Colorado Disability Rights Advocates Hold ‘Funeral March’ to Protest Assisted Suicide Legislation

By Lauretta Brown | August 10, 2016 | 2:36pm EDT
In this Feb. 6, 1991 photo, Dr. Jack Kevorkian, left, listens as his attorney, Geoffrey N. Fieger, talks with reporters, after return of the Suicide Machine. (AP Photo)

( – Disability rights advocates from the groups ADAPT and Not Dead Yet held a “funeral march” to the secretary of state office in Colorado on Monday to protest a proposed ballot initiative, which will likely end up on Colorado’s November ballot, that would legalize assisted suicide in some cases.

The Colorado End-of-Life Options Act would allow someone suffering from a terminal illness with a prognosis of six months or less to receive life-ending drugs if the individual expresses a voluntary wish for such a prescription and is deemed by a physician to have “mental capacity.”

Proponents of the ballot initiative delivered more than 160,000 signatures last week to the secretary of state’s office, according to the Colorado Independent, which is more than the number necessary to get the measure on the ballot in November. The office has 30 days to ensure that at least 98,492 signatures are valid. 

The protesters marched two and a half miles from the Atlantis Community Center to the Colorado secretary of state’s office where they held a wreath laying ceremony.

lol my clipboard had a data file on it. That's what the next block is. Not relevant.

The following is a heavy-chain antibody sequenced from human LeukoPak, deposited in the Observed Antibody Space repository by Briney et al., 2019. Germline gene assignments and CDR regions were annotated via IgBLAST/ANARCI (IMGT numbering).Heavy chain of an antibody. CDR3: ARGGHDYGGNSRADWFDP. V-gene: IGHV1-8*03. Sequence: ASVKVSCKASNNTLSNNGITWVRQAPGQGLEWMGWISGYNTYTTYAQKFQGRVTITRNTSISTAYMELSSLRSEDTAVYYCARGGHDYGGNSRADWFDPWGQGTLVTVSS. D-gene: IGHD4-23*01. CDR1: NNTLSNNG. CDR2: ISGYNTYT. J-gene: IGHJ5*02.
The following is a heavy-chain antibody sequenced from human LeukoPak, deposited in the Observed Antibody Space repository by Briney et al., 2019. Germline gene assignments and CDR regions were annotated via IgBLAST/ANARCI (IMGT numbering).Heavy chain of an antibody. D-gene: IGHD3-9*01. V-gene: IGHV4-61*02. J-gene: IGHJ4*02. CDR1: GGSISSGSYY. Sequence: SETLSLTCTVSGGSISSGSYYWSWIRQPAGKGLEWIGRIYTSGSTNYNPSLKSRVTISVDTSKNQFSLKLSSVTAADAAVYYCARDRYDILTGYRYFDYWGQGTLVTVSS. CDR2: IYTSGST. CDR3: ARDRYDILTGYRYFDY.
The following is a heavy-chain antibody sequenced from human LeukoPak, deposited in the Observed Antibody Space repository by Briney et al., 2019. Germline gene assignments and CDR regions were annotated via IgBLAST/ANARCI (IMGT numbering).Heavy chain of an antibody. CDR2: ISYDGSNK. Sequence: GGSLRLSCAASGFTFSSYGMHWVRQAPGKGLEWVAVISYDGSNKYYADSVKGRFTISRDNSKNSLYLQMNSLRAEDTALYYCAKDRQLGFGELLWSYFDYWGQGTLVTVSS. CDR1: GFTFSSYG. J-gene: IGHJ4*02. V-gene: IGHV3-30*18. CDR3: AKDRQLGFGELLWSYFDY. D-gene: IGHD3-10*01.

“We are engaging in this street theater to educate the community about how legalization of assisted suicide will cause people to needlessly lose their lives through mistakes, coercion and abuse,” said Dawn Russell, an ADAPT advocate in a press statement preceding the march.

ADAPT is “a national grass-roots community that organizes disability rights activists to engage in nonviolent direct action, including civil disobedience, to assure the civil and human rights of people with disabilities to live in freedom.”

“Elder abuse, and abuse of people with disabilities, are a rising problem,” said Anita Cameron, another ADAPT advocate, and Not Dead Yet board member. “With legalized physician-assisted suicide, an heir or abusive caregiver may steer someone towards assisted suicide, witness the request, pick up the lethal dose, and even give the drug — no witnesses are required at the death, so who would know?”

“Colorado’s suicide rate is among the highest in the nation,” Cameron added.  “This bill will promote suicide to one class of disabled citizens, rather than provide suicide prevention. That is discrimination.”

Not Dead Yet is “a national, grassroots disability rights group that opposes legalization of assisted suicide and euthanasia as deadly forms of discrimination against old, ill and disabled people. Not Dead Yet helps organize and articulate opposition to these practices based on secular social justice arguments. Not Dead Yet demands the equal protection of the law for the targets of so called ‘mercy killing’ whose lives are seen as worth-less.”

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